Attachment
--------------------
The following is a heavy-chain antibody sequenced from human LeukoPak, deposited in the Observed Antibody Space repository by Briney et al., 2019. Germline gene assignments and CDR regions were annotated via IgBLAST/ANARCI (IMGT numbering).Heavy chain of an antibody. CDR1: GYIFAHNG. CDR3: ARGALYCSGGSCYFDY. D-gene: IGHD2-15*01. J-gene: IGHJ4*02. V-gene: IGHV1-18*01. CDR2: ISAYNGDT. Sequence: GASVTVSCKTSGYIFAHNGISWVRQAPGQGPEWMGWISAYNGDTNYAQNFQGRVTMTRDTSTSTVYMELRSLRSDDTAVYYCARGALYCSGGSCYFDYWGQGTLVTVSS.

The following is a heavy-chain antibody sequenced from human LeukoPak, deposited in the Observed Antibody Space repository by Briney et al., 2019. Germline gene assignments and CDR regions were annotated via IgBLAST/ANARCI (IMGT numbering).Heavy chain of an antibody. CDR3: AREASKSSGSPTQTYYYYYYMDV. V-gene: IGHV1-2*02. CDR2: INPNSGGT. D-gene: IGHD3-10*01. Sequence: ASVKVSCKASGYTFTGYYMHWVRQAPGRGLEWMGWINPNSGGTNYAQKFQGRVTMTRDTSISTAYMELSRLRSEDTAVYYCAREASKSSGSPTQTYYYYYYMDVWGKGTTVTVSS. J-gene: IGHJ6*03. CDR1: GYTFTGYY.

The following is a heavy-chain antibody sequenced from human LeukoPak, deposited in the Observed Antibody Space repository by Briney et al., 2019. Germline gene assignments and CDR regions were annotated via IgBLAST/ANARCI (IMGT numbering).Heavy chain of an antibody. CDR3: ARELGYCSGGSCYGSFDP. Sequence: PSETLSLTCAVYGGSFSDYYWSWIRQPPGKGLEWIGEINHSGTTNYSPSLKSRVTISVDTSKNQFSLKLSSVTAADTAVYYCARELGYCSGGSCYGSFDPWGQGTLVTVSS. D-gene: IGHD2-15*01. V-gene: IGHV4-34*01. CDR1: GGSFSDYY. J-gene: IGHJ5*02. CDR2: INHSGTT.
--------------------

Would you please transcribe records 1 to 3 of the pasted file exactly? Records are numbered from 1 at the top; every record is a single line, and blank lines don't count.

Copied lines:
The following is a heavy-chain antibody sequenced from human LeukoPak, deposited in the Observed Antibody Space repository by Briney et al., 2019. Germline gene assignments and CDR regions were annotated via IgBLAST/ANARCI (IMGT numbering).Heavy chain of an antibody. CDR1: GYIFAHNG. CDR3: ARGALYCSGGSCYFDY. D-gene: IGHD2-15*01. J-gene: IGHJ4*02. V-gene: IGHV1-18*01. CDR2: ISAYNGDT. Sequence: GASVTVSCKTSGYIFAHNGISWVRQAPGQGPEWMGWISAYNGDTNYAQNFQGRVTMTRDTSTSTVYMELRSLRSDDTAVYYCARGALYCSGGSCYFDYWGQGTLVTVSS.

The following is a heavy-chain antibody sequenced from human LeukoPak, deposited in the Observed Antibody Space repository by Briney et al., 2019. Germline gene assignments and CDR regions were annotated via IgBLAST/ANARCI (IMGT numbering).Heavy chain of an antibody. CDR3: AREASKSSGSPTQTYYYYYYMDV. V-gene: IGHV1-2*02. CDR2: INPNSGGT. D-gene: IGHD3-10*01. Sequence: ASVKVSCKASGYTFTGYYMHWVRQAPGRGLEWMGWINPNSGGTNYAQKFQGRVTMTRDTSISTAYMELSRLRSEDTAVYYCAREASKSSGSPTQTYYYYYYMDVWGKGTTVTVSS. J-gene: IGHJ6*03. CDR1: GYTFTGYY.

The following is a heavy-chain antibody sequenced from human LeukoPak, deposited in the Observed Antibody Space repository by Briney et al., 2019. Germline gene assignments and CDR regions were annotated via IgBLAST/ANARCI (IMGT numbering).Heavy chain of an antibody. CDR3: ARELGYCSGGSCYGSFDP. Sequence: PSETLSLTCAVYGGSFSDYYWSWIRQPPGKGLEWIGEINHSGTTNYSPSLKSRVTISVDTSKNQFSLKLSSVTAADTAVYYCARELGYCSGGSCYGSFDPWGQGTLVTVSS. D-gene: IGHD2-15*01. V-gene: IGHV4-34*01. CDR1: GGSFSDYY. J-gene: IGHJ5*02. CDR2: INHSGTT.